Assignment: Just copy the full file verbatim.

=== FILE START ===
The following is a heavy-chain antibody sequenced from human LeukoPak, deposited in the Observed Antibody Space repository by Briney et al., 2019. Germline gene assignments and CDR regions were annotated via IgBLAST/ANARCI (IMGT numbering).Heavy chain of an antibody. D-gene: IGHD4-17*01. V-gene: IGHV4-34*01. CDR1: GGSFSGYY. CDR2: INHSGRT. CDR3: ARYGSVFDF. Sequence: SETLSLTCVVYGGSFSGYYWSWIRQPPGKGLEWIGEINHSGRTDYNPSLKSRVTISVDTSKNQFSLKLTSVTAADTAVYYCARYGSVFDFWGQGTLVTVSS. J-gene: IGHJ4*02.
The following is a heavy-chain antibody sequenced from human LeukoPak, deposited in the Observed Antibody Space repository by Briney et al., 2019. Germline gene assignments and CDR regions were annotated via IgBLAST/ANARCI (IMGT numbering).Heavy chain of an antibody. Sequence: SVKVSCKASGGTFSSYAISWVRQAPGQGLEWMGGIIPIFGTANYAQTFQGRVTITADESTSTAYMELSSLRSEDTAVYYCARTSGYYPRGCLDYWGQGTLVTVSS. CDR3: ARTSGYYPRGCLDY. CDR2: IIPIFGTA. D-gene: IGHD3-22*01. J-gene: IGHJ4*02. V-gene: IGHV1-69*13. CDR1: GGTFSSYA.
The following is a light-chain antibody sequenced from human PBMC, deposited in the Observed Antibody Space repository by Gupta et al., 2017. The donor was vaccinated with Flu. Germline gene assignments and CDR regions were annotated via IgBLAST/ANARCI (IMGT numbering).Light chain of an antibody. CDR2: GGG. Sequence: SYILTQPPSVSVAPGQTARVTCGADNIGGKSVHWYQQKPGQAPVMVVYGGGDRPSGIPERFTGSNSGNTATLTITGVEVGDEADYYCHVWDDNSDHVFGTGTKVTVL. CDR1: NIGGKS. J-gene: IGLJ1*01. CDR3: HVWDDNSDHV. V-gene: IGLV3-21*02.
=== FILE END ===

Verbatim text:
The following is a heavy-chain antibody sequenced from human LeukoPak, deposited in the Observed Antibody Space repository by Briney et al., 2019. Germline gene assignments and CDR regions were annotated via IgBLAST/ANARCI (IMGT numbering).Heavy chain of an antibody. D-gene: IGHD4-17*01. V-gene: IGHV4-34*01. CDR1: GGSFSGYY. CDR2: INHSGRT. CDR3: ARYGSVFDF. Sequence: SETLSLTCVVYGGSFSGYYWSWIRQPPGKGLEWIGEINHSGRTDYNPSLKSRVTISVDTSKNQFSLKLTSVTAADTAVYYCARYGSVFDFWGQGTLVTVSS. J-gene: IGHJ4*02.
The following is a heavy-chain antibody sequenced from human LeukoPak, deposited in the Observed Antibody Space repository by Briney et al., 2019. Germline gene assignments and CDR regions were annotated via IgBLAST/ANARCI (IMGT numbering).Heavy chain of an antibody. Sequence: SVKVSCKASGGTFSSYAISWVRQAPGQGLEWMGGIIPIFGTANYAQTFQGRVTITADESTSTAYMELSSLRSEDTAVYYCARTSGYYPRGCLDYWGQGTLVTVSS. CDR3: ARTSGYYPRGCLDY. CDR2: IIPIFGTA. D-gene: IGHD3-22*01. J-gene: IGHJ4*02. V-gene: IGHV1-69*13. CDR1: GGTFSSYA.
The following is a light-chain antibody sequenced from human PBMC, deposited in the Observed Antibody Space repository by Gupta et al., 2017. The donor was vaccinated with Flu. Germline gene assignments and CDR regions were annotated via IgBLAST/ANARCI (IMGT numbering).Light chain of an antibody. CDR2: GGG. Sequence: SYILTQPPSVSVAPGQTARVTCGADNIGGKSVHWYQQKPGQAPVMVVYGGGDRPSGIPERFTGSNSGNTATLTITGVEVGDEADYYCHVWDDNSDHVFGTGTKVTVL. CDR1: NIGGKS. J-gene: IGLJ1*01. CDR3: HVWDDNSDHV. V-gene: IGLV3-21*02.